In which the occupant of a legally parked car becomes the object of police scrutiny, for very little apparent reason, and all is found to be copacetic under the Fourth Amendment.
Police responded to a report of “rapid gunfire shots” at Locust and North Booth Streets. There was no description of a shooter or suggestion that a vehicle was involved. But police approached a legally parked vehicle on North Booth, shined their take-down light on the car, and discerned what they thought were furtive movements by the driver, who turned out to be Norton. The officers approached the car, saw a clear plastic baggie containing—what else?—”a green, leafy plant-like substance,” and ordered Norton out of the car. When officers attempted to detain Norton so they could search the car he fled, but was chased down. (¶¶3-6).
Norton argues the police had no reasonable suspicion to seize him by approaching his car and ordering him out to get out. The court of appeals isn’t persuaded:
¶13 …[T]he trial court based its finding of reasonable suspicion on three primary factors: (1) that there was a report of shots fired; (2) that the location was in a high-crime area; and (3) that Norton had made “furtive movements” when the officers directed their spotlight into the vehicle. ….
¶14 …[W]e agree with the trial court that the totality of these circumstances constituted reasonable suspicion for making contact with Norton. The officers were investigating a report of shots fired, for which they had very little information besides the general vicinity of the incident. The responding officer who testified at the suppression hearing stated that in responding to such a call, they look for anyone “walking around with a firearm; if there is anybody that’s been shot; if there’s anybody fleeing from the scene. Things along [that] nature.” Therefore, when they saw the parked vehicle that Norton was in, they shined their squad spotlight into it to “see if anyone had been shot inside of [the] car” or whether there was “anybody in the car that could be armed.” This was a reasonable action to take based on the officers’ training and experience. See [State v.] Young, 212 Wis. 2d [417,] 424[, 569 N.W.2d 84 (Ct. App. 1997)]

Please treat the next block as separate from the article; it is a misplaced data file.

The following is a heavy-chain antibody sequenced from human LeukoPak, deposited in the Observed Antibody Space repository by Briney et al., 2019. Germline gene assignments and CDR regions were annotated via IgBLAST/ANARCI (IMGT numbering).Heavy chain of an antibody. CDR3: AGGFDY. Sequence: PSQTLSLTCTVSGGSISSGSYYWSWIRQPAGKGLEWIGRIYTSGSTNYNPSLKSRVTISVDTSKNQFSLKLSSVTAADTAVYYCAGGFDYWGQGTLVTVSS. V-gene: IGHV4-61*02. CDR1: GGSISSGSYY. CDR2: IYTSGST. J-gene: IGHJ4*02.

¶15 The second factor considered by the trial court involved the fact that the officers were familiar with the area from which the shots fired report had come. The testifying officer described it as “becoming troublesome” with “a lot of drug activities” and previous reports of shots being fired in the area.
¶16 This court has previously held that “[a]n individual’s presence in an area of expected criminal activity, standing alone, is not enough to support a reasonable, particularized suspicion that the person is committing a crime.” State v. Gordon, 2014 WI App 44, ¶15, 353 Wis. 2d 468, 846 N.W.2d 483 (citation omitted). ….
¶17 However, in this case, Norton’s presence in that area was not “standing alone”—it was accompanied by the information that there had been shots fired in the area, which the officers here were investigating. See id., ¶15. Furthermore, when they illuminated the vehicle with their squad spotlight, they saw Norton make “furtive movements”—the third factor considered by the trial court—which caused the officers to become concerned that he may have been trying to conceal a firearm, due to the nature of the call they were investigating.